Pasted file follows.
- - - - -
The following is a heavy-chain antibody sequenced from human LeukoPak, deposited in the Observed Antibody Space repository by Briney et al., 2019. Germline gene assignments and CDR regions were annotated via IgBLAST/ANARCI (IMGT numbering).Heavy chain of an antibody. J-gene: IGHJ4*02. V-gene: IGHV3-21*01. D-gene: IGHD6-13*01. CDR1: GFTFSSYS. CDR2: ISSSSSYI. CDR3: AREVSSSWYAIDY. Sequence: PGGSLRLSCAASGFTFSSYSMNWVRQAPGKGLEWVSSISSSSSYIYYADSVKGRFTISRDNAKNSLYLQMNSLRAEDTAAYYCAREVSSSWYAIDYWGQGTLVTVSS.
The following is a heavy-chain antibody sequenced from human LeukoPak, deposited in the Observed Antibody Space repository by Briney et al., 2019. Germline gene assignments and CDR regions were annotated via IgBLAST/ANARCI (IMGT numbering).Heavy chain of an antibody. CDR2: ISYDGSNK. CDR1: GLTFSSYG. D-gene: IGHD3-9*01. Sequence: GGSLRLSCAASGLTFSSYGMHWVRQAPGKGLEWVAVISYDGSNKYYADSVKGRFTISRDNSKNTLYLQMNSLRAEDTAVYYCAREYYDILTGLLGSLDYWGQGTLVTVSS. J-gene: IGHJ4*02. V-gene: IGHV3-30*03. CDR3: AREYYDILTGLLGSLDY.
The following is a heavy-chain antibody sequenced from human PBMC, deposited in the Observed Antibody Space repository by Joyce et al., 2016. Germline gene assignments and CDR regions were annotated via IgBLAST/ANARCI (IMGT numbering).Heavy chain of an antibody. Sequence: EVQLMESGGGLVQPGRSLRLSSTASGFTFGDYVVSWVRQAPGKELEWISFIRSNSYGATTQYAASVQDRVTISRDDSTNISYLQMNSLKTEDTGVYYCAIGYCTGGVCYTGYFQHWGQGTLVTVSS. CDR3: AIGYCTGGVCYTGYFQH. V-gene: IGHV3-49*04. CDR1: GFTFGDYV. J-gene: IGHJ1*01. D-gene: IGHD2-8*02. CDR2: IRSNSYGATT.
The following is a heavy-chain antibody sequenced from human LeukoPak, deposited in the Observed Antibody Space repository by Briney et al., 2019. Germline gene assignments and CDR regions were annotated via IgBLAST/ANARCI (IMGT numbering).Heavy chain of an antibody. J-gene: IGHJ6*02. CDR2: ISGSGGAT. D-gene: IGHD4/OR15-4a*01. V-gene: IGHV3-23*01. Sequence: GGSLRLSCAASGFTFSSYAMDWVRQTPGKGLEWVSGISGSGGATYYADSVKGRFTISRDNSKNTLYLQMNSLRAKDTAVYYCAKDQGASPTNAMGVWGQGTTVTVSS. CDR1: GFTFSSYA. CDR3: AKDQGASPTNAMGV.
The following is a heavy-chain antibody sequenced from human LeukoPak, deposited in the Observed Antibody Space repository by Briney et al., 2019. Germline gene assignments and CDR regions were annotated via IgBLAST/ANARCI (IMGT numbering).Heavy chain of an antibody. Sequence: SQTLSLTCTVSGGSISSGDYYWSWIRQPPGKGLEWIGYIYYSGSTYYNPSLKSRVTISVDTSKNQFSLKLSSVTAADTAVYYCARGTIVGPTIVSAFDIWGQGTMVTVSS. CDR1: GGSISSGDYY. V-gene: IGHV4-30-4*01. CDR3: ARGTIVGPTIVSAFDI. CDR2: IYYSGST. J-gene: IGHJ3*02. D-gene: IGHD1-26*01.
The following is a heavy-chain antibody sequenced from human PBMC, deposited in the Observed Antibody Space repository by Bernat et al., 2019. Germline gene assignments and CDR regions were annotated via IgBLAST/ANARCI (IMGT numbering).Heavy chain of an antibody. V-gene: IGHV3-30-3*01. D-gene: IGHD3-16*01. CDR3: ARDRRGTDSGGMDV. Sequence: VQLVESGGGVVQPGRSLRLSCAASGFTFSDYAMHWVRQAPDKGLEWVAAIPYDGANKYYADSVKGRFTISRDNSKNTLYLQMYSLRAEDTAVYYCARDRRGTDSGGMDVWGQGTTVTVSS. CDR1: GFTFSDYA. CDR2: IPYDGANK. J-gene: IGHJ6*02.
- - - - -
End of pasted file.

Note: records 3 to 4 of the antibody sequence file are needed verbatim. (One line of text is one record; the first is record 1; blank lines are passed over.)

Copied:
The following is a heavy-chain antibody sequenced from human PBMC, deposited in the Observed Antibody Space repository by Joyce et al., 2016. Germline gene assignments and CDR regions were annotated via IgBLAST/ANARCI (IMGT numbering).Heavy chain of an antibody. Sequence: EVQLMESGGGLVQPGRSLRLSSTASGFTFGDYVVSWVRQAPGKELEWISFIRSNSYGATTQYAASVQDRVTISRDDSTNISYLQMNSLKTEDTGVYYCAIGYCTGGVCYTGYFQHWGQGTLVTVSS. CDR3: AIGYCTGGVCYTGYFQH. V-gene: IGHV3-49*04. CDR1: GFTFGDYV. J-gene: IGHJ1*01. D-gene: IGHD2-8*02. CDR2: IRSNSYGATT.
The following is a heavy-chain antibody sequenced from human LeukoPak, deposited in the Observed Antibody Space repository by Briney et al., 2019. Germline gene assignments and CDR regions were annotated via IgBLAST/ANARCI (IMGT numbering).Heavy chain of an antibody. J-gene: IGHJ6*02. CDR2: ISGSGGAT. D-gene: IGHD4/OR15-4a*01. V-gene: IGHV3-23*01. Sequence: GGSLRLSCAASGFTFSSYAMDWVRQTPGKGLEWVSGISGSGGATYYADSVKGRFTISRDNSKNTLYLQMNSLRAKDTAVYYCAKDQGASPTNAMGVWGQGTTVTVSS. CDR1: GFTFSSYA. CDR3: AKDQGASPTNAMGV.